Poll: Just 29% of Americans approve of Trump's decision to fire Comey

A poll released on Sunday showed how few people support President Donald Trump's decision to fire former FBI Director James Comey, while also acknowledging the extent to which many Americans have no opinion about the decision at all.

A new NBC/Wall Street Journal poll found that just 29% of Americans approve of Trump's decision to fire Comey, compared to 38% who disapprove. Thirty two percent of survey respondents said they had no opinion of Trump's decision to fire America's chief law enforcement officer.


A chief Microsoft engineer explains why Windows 10 is friend, not foe, to Apple and Android (MSFT, AAPL, GOOG, GOOGL)

In November 2015, long-time Microsoft Windows engineering leader Joe Belfiore took a sabbatical so he could spend the better part of a year to sail the world with his family in the Semester at Sea educational cruise program.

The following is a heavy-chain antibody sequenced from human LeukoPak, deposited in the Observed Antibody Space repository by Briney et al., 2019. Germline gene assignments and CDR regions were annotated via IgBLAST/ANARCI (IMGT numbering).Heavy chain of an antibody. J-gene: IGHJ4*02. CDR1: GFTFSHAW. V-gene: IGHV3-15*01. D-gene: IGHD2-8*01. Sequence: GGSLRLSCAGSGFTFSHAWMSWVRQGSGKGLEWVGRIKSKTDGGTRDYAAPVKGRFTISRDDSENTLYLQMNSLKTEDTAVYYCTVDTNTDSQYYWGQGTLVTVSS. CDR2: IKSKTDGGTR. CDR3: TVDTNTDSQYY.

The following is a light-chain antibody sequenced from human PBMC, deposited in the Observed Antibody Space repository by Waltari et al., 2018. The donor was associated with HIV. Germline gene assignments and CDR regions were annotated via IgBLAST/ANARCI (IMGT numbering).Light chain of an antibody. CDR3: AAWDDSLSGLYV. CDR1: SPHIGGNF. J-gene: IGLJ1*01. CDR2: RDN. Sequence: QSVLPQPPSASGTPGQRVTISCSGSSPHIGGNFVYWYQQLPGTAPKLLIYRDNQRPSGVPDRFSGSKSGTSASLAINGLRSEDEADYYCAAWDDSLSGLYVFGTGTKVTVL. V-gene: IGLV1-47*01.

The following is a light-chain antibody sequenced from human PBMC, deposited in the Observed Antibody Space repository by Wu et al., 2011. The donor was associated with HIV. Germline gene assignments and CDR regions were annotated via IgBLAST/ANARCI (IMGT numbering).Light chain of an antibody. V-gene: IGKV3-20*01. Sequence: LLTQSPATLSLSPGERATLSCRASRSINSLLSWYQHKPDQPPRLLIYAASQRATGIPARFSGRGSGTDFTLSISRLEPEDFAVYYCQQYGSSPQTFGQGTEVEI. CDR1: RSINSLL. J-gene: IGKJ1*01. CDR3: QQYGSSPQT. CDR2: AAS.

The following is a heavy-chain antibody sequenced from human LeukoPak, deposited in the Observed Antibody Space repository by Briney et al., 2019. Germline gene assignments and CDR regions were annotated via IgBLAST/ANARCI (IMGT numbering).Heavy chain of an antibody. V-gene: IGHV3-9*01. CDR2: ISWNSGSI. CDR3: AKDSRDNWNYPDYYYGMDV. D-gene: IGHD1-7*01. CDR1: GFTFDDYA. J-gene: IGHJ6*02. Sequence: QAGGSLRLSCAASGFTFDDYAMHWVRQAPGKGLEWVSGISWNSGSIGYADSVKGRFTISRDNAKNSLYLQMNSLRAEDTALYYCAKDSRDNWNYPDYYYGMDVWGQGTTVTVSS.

"I left, I was gone, it was a great experience," Belfiore tells Business Insider.

After a limited, quiet return to Microsoft in the fall of 2016, Belfiore officially stepped back into the job in April 2017, taking the new title Corporate VP of Windows, and adding new responsibilities as an advisor to the education business.


Netgear's latest Orbi WiFi system is our top choice for fast, reliable WiFi all over your home

If you're reading about WiFi routers, chances are your WiFi at home isn't living up to your standards.

The first thing I'd recommend is to make sure you're using your own internet modem if possible, as the one provided by your internet service provider (ISP) might be the culprit for slower internet speeds than your paying for.

If that doesn't do the trick, maybe your WiFi router can't reach the parts of your home where you use WiFi. If you're suffering from poor WiFi signal, I'd sincerely recommend looking into the newer WiFi "systems" over buying a regular WiFi range extender. 

Regular extenders generally don't work very well, as they often cut your internet speeds in half where you want to extend your WiFi. WiFi systems are also easier to use than regular extenders.


Stunning portraits show what women at work look like around the world

About 47% of all women participate in the world of work.

They take up careers as teachers, coaches, farmers, priests, soldiers, and beyond. These 42 stunning portraits from Reuters show women at work around the world.

Shinto priest Tomoe Ichino, 40, performs rituals of the indigenous faith of the Japanese people in Tokyo, Japan. She wears a pink robe because it makes her feel confident.